The putative underlying mechanisms contributing to the reduction in suicidality with psychedelics include their modulation of inflammation, modification of the serotonergic pathways, altered connectivity, augmentation of brain-derived neurotrophic factors, neurogenesis, and neuroplasticity.6 Psychologically, the acute psychedelic trips can also serve to open up the mind and pave the way for profound insights by means of relaxing maladaptive beliefs of the past, which may include beliefs surrounding guilt or worthlessness that drive one toward suicidal thoughts and behaviors.
A few limitations of this meta-analysis warrant discussion. For one, the data were extracted from a relatively small sample size of participants, as well as a heterogeneous sample of studies that was not examining the impact of psychedelics on suicidality in particular. Furthermore, the exclusion criteria for many of these trials covered participants with a history of suicide attempts or high risks for suicide, effectively singling out the subset of individuals with milder cases for analyses. Another source of concern is the open-label design used by three of the studies–meaning that the participants are aware of the treatment given, and therefore, the potential confounding with placebo effects.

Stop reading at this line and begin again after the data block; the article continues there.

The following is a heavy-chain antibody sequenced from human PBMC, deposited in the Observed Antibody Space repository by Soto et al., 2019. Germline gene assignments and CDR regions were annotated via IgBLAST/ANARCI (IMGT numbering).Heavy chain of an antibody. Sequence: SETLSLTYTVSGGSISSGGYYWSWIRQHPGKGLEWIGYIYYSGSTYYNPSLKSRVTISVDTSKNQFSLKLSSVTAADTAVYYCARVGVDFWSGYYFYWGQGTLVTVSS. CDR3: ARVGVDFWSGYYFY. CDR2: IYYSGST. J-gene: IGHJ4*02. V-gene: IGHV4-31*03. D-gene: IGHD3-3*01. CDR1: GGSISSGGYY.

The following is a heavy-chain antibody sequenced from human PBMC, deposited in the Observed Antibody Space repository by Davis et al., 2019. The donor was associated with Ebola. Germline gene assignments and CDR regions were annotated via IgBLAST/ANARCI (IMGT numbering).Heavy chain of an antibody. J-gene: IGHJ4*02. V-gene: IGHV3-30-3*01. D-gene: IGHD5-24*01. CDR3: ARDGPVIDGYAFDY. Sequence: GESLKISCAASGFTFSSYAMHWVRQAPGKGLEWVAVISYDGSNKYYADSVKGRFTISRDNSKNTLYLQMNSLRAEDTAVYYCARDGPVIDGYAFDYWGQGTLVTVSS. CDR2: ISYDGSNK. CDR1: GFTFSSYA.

In order to minimize the adverse effects of increased suicidality and improve treatment outcomes, integration of psychedelics with behavioral therapies, such as cognitive-behavioral therapy, is essential. Additionally, the judicious use of a controlled setting with expert facilitators, inclusion of a specific protocol for suicide risk management, and regular assessments of suicidality throughout the course of therapy can all can promote safety and effectiveness.7,8 Rigorous screening prior to participant enrollment in trials for high-risk indications such as psychosis-related disorders and bipolar I disorder is also warranted.9